Relatives of Spanish soldiers killed in a plane crash in Turkey shouted "murderer" at Prime Minister Jose Maria Aznar as he attended a Mass for the victims.
Grief turns to anger at Spanish funerals
The confrontation took place as Mr Aznar and Defence Minister Federico Trillo were walking behind King Juan Carlos to shake hands with relatives at the ceremony, held at Torrejon de Ardoz air base near Madrid.
The anger was prompted by allegations over the reliability of the Russian-made Yak-42 hired by the government to bring the Spanish forces home from a tour of duty in Afghanistan.
Coffins of the 62 soldiers were flown in earlier on Wednesday from Trabzon, near where the crash happened.
The king, dressed in military uniform, and Queen Sofia were greeted effusively but shouting from the back rows and angry finger-pointing began when Mr Aznar and Mr Trillo approached.
"There wasn't a worse plane that that one," shouted one angry relative.
"You (Trillo) went to Turkey in a good plane," said another.
First developed by Yakovlev Design Bureau, Russia
Entered service: 1980
Aircraft length: 36.38m
Cruising speed: 800+ km/h
Passengers: Up to 120
The incident echoed a growing dispute over the reliability of the plane involved in the crash, Spain's worst military accident.
Opposition parties, accusing the government of cutting corners to save money, have demanded a thorough investigation and also called the defence minister to appear before Parliament for questioning.
Dozens of soldiers and government officials were at the Mass, which was broadcast live on national television.
The coffins, draped with red and yellow Spanish flags, were laid out across the base's tarmac in lines of 10.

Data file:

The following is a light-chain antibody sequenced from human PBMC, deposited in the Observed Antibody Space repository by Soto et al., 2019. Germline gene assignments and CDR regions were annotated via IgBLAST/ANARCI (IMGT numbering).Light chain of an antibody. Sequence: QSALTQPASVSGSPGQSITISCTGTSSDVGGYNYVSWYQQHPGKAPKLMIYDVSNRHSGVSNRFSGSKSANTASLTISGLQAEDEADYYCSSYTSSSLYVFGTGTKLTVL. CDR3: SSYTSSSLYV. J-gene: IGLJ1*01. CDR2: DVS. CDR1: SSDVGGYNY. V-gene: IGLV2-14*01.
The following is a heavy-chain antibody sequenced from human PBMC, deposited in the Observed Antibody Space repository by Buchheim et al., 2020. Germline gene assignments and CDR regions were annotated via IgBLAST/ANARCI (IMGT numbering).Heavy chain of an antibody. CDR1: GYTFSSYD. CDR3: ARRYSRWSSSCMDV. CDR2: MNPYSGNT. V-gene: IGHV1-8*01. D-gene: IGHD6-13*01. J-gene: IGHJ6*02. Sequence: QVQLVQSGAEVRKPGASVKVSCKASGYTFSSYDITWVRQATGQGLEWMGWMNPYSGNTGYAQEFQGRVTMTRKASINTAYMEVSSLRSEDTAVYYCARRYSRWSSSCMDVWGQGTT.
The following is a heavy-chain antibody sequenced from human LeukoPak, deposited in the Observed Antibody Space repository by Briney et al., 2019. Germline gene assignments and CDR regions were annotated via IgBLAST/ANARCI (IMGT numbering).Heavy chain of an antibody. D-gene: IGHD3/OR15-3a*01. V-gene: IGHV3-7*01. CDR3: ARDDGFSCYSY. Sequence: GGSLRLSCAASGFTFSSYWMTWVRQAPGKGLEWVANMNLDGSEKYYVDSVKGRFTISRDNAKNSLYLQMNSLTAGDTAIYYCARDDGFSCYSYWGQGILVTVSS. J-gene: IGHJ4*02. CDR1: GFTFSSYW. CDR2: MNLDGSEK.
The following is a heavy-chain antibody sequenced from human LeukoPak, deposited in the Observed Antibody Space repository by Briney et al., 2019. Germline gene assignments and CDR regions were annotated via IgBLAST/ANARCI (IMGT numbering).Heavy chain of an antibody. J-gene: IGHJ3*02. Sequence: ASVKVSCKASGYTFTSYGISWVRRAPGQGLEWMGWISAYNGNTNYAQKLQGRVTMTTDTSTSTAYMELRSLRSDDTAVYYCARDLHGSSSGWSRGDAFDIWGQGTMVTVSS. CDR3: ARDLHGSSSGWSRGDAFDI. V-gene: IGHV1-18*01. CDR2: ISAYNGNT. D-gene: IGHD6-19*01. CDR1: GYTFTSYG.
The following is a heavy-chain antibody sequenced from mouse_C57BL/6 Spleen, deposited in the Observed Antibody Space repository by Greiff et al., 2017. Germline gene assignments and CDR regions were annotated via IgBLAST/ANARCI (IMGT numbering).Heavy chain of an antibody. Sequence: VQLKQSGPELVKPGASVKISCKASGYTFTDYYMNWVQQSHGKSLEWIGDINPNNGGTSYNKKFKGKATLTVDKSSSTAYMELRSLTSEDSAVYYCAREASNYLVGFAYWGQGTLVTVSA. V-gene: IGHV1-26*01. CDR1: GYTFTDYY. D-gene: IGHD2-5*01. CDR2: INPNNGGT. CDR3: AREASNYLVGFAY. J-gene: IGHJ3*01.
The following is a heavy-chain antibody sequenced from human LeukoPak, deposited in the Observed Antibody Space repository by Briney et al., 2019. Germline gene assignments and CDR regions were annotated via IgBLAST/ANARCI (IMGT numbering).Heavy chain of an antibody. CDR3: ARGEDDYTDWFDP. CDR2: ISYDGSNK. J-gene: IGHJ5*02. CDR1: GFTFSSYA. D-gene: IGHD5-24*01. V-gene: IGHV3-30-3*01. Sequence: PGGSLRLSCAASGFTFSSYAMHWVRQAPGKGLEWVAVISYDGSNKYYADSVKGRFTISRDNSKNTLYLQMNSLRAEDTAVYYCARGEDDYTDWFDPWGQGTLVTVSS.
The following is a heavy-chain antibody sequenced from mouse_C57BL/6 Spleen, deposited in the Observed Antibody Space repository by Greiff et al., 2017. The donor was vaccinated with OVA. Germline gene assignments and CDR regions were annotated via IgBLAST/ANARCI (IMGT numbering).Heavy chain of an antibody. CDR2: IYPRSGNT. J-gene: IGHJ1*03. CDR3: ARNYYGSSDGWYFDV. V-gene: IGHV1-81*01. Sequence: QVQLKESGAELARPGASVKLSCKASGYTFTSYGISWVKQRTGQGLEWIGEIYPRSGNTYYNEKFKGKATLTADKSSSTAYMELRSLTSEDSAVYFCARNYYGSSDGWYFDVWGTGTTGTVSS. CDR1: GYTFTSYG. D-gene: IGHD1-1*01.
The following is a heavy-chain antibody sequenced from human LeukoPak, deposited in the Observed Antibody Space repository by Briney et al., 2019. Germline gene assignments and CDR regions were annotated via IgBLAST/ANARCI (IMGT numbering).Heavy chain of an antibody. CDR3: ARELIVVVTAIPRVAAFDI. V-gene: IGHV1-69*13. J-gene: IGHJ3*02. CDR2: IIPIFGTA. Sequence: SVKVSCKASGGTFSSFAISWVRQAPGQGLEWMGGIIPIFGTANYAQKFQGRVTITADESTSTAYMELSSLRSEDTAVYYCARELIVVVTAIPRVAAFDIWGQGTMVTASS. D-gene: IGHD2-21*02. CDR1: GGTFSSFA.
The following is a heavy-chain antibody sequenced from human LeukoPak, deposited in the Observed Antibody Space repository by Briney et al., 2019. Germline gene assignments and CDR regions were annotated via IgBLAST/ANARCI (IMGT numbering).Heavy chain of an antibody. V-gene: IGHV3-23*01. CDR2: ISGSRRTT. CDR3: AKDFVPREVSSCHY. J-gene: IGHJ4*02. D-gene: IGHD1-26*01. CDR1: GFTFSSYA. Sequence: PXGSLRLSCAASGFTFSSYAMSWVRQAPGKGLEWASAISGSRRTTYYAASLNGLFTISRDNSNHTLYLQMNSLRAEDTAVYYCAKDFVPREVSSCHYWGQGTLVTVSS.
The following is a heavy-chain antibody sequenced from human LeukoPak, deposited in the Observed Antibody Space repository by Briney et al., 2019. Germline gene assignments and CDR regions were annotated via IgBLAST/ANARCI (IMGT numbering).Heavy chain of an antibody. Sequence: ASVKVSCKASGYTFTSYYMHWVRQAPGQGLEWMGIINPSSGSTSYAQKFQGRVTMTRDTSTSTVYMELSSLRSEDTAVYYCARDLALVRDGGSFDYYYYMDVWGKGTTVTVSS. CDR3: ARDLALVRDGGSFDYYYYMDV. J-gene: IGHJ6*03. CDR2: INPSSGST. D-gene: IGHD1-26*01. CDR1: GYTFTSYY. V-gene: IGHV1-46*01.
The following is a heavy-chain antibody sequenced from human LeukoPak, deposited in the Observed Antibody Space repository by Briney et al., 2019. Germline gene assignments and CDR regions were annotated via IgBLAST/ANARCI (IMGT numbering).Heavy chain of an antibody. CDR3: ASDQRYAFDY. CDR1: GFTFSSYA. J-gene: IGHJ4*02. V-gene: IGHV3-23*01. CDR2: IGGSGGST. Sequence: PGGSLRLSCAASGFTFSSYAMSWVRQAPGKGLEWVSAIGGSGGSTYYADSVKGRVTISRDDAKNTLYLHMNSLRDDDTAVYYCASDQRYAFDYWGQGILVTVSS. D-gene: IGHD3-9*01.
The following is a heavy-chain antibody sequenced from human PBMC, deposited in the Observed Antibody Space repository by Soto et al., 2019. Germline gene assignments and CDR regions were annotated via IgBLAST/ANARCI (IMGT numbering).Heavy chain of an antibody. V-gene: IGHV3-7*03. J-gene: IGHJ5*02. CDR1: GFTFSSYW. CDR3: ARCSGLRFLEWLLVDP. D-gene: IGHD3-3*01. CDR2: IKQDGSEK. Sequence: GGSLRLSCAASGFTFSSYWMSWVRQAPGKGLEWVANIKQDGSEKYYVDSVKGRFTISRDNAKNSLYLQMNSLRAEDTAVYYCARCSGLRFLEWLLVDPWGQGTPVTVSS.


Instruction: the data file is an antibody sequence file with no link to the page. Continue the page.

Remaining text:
The broadcast showed Queen Sofia in tears during the ceremony.
The service ended with seven jets roaring over the coffins in a low pass leaving a smoke trail with the colours of the Spanish lag.
Tension subsided when people began shouting "Long live the king" and "Long live the army", triggering a round of applause.
Before the greetings from the prime minister and defence minister, families - including several children - wept and kissed the coffins.
The crash happened in heavy fog
All the Spanish soldiers and 13 crew aboard the Ukrainian-operated aircraft were killed when it crashed into a mountain slope in fog early Monday.
On Monday, Defence Minister Trillo defended the YAK-42s leased from Ukrainian-Mediterranean Airlines, calling them among the best available.
He said several other Nato countries also used them.
Mr Trillo said Wednesday that initial investigations showed pilot error may have caused the crash.
Ukranian-Mediterranean Airlines has denied there were technical or mechanical problems with the plane.
Ukrainian President Leonid Kuchma suggested Turkish air traffic controllers could bear some blame in the crash, saying Wednesday that the plane should have been rerouted to another airport after previous attempts to land in dense fog failed.
But Norwegian and Finnish military officials echoed the safety concerns of Spanish politicians.
Norwegian Armed Forces information chief Brigadier Finn K. Hannestad said they had stopped using the Ukrainian company in February because its planes did not meet international standards.
"We take safety seriously, and that's why we stopped using this company," he said.
Finnish military officials expressed similar misgivings.
Lt-Col Kimmo Salomaa said the same type of airplane had been used in peacekeeping operations until recently, when the contract was terminated because of poor maintenance and inadequate safety measures.